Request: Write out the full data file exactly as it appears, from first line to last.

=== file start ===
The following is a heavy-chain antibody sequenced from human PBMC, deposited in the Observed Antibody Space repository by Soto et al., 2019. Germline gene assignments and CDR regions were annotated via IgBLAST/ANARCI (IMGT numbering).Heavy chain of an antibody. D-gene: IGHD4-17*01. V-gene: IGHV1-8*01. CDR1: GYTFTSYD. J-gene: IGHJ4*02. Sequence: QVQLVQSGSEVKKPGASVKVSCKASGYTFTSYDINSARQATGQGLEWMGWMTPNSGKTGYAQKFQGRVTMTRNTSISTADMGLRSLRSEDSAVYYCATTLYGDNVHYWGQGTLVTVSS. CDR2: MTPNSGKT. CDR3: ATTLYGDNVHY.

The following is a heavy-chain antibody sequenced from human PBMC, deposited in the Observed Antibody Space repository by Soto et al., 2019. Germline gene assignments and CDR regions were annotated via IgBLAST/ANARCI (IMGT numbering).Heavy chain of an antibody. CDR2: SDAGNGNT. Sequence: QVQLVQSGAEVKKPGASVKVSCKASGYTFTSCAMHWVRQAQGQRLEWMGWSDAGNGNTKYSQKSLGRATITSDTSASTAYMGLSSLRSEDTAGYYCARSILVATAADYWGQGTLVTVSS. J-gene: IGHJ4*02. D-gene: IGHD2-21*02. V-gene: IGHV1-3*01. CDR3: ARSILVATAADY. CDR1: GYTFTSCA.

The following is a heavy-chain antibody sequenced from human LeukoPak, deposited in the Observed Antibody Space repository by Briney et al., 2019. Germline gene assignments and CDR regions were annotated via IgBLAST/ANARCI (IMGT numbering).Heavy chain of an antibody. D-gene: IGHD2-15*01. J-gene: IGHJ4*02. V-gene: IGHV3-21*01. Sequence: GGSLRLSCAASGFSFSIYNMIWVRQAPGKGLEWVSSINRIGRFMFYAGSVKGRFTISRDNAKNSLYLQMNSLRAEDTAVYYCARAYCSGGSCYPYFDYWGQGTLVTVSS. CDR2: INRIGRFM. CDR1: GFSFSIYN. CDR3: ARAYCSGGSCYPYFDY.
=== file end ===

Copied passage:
The following is a heavy-chain antibody sequenced from human PBMC, deposited in the Observed Antibody Space repository by Soto et al., 2019. Germline gene assignments and CDR regions were annotated via IgBLAST/ANARCI (IMGT numbering).Heavy chain of an antibody. D-gene: IGHD4-17*01. V-gene: IGHV1-8*01. CDR1: GYTFTSYD. J-gene: IGHJ4*02. Sequence: QVQLVQSGSEVKKPGASVKVSCKASGYTFTSYDINSARQATGQGLEWMGWMTPNSGKTGYAQKFQGRVTMTRNTSISTADMGLRSLRSEDSAVYYCATTLYGDNVHYWGQGTLVTVSS. CDR2: MTPNSGKT. CDR3: ATTLYGDNVHY.

The following is a heavy-chain antibody sequenced from human PBMC, deposited in the Observed Antibody Space repository by Soto et al., 2019. Germline gene assignments and CDR regions were annotated via IgBLAST/ANARCI (IMGT numbering).Heavy chain of an antibody. CDR2: SDAGNGNT. Sequence: QVQLVQSGAEVKKPGASVKVSCKASGYTFTSCAMHWVRQAQGQRLEWMGWSDAGNGNTKYSQKSLGRATITSDTSASTAYMGLSSLRSEDTAGYYCARSILVATAADYWGQGTLVTVSS. J-gene: IGHJ4*02. D-gene: IGHD2-21*02. V-gene: IGHV1-3*01. CDR3: ARSILVATAADY. CDR1: GYTFTSCA.

The following is a heavy-chain antibody sequenced from human LeukoPak, deposited in the Observed Antibody Space repository by Briney et al., 2019. Germline gene assignments and CDR regions were annotated via IgBLAST/ANARCI (IMGT numbering).Heavy chain of an antibody. D-gene: IGHD2-15*01. J-gene: IGHJ4*02. V-gene: IGHV3-21*01. Sequence: GGSLRLSCAASGFSFSIYNMIWVRQAPGKGLEWVSSINRIGRFMFYAGSVKGRFTISRDNAKNSLYLQMNSLRAEDTAVYYCARAYCSGGSCYPYFDYWGQGTLVTVSS. CDR2: INRIGRFM. CDR1: GFSFSIYN. CDR3: ARAYCSGGSCYPYFDY.